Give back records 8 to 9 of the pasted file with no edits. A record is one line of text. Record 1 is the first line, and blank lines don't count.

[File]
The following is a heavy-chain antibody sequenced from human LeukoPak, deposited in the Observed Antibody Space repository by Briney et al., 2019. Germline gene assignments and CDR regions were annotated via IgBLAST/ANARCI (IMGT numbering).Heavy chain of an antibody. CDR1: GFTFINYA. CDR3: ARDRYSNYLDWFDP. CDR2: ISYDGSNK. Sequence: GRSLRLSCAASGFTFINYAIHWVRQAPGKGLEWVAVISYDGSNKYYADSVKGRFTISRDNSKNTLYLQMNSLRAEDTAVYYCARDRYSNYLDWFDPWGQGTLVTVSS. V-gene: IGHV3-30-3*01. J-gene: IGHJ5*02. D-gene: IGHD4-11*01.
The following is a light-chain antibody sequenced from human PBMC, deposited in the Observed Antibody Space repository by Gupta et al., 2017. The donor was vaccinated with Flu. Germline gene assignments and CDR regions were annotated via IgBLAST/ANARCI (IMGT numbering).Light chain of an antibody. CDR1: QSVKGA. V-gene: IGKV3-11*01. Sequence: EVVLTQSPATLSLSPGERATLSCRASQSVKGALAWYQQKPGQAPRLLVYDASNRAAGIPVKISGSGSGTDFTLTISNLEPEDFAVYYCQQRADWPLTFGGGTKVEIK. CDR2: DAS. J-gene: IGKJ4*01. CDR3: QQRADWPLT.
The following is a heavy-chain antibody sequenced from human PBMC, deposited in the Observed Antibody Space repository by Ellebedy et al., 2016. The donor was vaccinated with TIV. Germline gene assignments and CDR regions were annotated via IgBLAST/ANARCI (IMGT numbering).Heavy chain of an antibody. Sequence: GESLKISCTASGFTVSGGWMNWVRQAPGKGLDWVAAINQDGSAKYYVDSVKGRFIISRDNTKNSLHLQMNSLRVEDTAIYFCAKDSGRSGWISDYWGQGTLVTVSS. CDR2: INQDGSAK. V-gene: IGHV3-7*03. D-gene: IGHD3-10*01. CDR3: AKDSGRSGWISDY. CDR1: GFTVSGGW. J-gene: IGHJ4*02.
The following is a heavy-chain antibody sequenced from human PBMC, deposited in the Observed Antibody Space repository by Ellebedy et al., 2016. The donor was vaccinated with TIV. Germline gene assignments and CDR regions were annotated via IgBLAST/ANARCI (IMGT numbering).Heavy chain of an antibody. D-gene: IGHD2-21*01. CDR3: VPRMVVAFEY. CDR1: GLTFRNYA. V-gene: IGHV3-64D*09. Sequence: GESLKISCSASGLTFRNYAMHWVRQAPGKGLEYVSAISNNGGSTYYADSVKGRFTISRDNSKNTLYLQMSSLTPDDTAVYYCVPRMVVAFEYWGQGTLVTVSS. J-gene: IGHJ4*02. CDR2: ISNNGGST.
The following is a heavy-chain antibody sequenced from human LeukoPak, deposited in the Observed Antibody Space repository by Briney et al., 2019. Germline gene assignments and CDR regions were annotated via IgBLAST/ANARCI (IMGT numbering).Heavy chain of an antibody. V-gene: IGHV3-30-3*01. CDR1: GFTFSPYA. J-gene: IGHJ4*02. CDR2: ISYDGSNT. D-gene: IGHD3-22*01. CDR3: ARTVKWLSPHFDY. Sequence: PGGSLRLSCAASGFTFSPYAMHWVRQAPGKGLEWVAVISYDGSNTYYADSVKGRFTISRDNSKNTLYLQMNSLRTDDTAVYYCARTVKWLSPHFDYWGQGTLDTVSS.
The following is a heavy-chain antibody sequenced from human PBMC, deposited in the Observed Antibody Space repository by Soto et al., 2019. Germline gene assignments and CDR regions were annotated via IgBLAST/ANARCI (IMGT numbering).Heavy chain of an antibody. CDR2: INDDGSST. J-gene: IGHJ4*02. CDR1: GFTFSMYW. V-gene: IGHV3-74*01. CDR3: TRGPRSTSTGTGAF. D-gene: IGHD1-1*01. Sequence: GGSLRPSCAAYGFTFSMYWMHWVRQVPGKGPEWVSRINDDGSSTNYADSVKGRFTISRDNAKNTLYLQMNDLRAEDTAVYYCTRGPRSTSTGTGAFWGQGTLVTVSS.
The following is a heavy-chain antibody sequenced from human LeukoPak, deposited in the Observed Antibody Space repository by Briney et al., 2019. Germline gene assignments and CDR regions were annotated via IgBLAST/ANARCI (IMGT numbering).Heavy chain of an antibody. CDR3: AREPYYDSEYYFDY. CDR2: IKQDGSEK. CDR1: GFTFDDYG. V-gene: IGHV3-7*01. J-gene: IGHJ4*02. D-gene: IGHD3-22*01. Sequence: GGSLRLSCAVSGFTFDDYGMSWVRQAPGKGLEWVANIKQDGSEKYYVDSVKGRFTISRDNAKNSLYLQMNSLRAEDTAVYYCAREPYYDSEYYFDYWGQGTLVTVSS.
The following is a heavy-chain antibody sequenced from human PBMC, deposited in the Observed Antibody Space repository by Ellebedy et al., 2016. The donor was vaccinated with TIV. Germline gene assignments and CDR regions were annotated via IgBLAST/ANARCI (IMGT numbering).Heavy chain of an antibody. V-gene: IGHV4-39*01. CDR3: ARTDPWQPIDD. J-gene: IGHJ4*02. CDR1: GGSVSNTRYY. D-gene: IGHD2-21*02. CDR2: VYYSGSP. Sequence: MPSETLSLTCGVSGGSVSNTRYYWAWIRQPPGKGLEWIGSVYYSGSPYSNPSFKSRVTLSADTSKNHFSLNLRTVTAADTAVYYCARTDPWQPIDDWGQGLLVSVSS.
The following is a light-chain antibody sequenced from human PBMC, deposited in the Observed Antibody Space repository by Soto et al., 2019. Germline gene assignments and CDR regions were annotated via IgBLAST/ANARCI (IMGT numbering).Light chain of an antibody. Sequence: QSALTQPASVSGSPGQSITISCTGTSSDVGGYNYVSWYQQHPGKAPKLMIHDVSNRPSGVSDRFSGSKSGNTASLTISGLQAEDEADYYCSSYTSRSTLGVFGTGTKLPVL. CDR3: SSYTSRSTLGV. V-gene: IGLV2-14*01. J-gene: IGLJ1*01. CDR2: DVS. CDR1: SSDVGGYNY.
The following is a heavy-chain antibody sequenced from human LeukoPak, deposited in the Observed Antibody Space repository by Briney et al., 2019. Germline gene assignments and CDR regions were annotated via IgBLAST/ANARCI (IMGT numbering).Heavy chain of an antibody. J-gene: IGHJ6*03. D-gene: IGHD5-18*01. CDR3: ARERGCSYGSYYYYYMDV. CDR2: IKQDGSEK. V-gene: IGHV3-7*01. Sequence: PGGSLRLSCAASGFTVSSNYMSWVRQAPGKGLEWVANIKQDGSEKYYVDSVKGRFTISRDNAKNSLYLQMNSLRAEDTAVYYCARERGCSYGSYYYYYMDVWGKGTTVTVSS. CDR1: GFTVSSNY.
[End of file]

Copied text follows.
The following is a heavy-chain antibody sequenced from human PBMC, deposited in the Observed Antibody Space repository by Ellebedy et al., 2016. The donor was vaccinated with TIV. Germline gene assignments and CDR regions were annotated via IgBLAST/ANARCI (IMGT numbering).Heavy chain of an antibody. V-gene: IGHV4-39*01. CDR3: ARTDPWQPIDD. J-gene: IGHJ4*02. CDR1: GGSVSNTRYY. D-gene: IGHD2-21*02. CDR2: VYYSGSP. Sequence: MPSETLSLTCGVSGGSVSNTRYYWAWIRQPPGKGLEWIGSVYYSGSPYSNPSFKSRVTLSADTSKNHFSLNLRTVTAADTAVYYCARTDPWQPIDDWGQGLLVSVSS.
The following is a light-chain antibody sequenced from human PBMC, deposited in the Observed Antibody Space repository by Soto et al., 2019. Germline gene assignments and CDR regions were annotated via IgBLAST/ANARCI (IMGT numbering).Light chain of an antibody. Sequence: QSALTQPASVSGSPGQSITISCTGTSSDVGGYNYVSWYQQHPGKAPKLMIHDVSNRPSGVSDRFSGSKSGNTASLTISGLQAEDEADYYCSSYTSRSTLGVFGTGTKLPVL. CDR3: SSYTSRSTLGV. V-gene: IGLV2-14*01. J-gene: IGLJ1*01. CDR2: DVS. CDR1: SSDVGGYNY.